This means that Satori gives us a “negative latency” , meaning that running the queries through Satori was actually faster. This may be because the wire protocol Snowflake uses is HTTP, which is stateless from a TCP perspective, allowing our proxy to pool and reuse TCP connections to Snowflake. This distinction makes them longer-lived and have a wider TCP window, allowing data to flow out of Snowflake slightly faster. We plan to share more about this phenomenon in the future.

These findings also mean that the time with or without Satori is more than reasonable for running analytic queries on a data warehouse and that, as long as added latency is marginal, using Satori is a very noninvasive access control mechanism.

Though results are even better than expected, I think that, as long as the results provide the same (excellent) user experience, and add the benefits Satori adds (e.g. universal masking, universal audit, and universal access control), the process is very worthwhile. In addition, there are three important performance-related points I feel are useful to note:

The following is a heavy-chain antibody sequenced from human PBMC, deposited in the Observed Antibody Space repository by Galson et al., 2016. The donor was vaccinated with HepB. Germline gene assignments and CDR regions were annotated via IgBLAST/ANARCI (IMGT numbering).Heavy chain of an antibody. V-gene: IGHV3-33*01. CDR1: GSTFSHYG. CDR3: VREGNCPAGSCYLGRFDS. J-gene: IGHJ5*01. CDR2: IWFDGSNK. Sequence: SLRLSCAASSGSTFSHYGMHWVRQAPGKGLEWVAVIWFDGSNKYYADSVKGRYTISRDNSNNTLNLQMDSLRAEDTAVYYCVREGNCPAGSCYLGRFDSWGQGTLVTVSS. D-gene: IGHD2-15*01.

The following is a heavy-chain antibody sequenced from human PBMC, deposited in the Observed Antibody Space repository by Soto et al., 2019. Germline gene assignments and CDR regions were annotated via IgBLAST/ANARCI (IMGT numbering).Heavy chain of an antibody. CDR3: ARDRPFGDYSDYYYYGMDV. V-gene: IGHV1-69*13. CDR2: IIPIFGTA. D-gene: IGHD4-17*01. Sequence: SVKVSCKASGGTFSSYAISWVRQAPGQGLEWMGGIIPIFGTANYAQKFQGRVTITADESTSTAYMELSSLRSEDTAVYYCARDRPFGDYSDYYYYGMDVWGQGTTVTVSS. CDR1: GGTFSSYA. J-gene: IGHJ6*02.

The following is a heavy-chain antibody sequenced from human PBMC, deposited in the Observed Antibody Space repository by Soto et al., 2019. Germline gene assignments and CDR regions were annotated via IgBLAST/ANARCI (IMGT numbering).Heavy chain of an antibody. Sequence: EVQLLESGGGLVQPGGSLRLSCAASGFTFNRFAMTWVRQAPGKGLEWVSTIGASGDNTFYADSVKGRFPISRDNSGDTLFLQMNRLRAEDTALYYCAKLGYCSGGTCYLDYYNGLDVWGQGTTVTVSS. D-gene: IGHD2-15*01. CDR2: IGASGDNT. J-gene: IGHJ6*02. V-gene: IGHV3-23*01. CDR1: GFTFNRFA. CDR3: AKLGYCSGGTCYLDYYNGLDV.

• Within our customers, we are seeing queries which are far more demanding than the benchmark queries. For such queries, which often take much longer to process, the added network latency is not noticeable, since much of the time is spent processing.

  • When applying data access control and masking via Satori, you can remove a significant load off of the data warehouse, as some queries do not even need to be processed.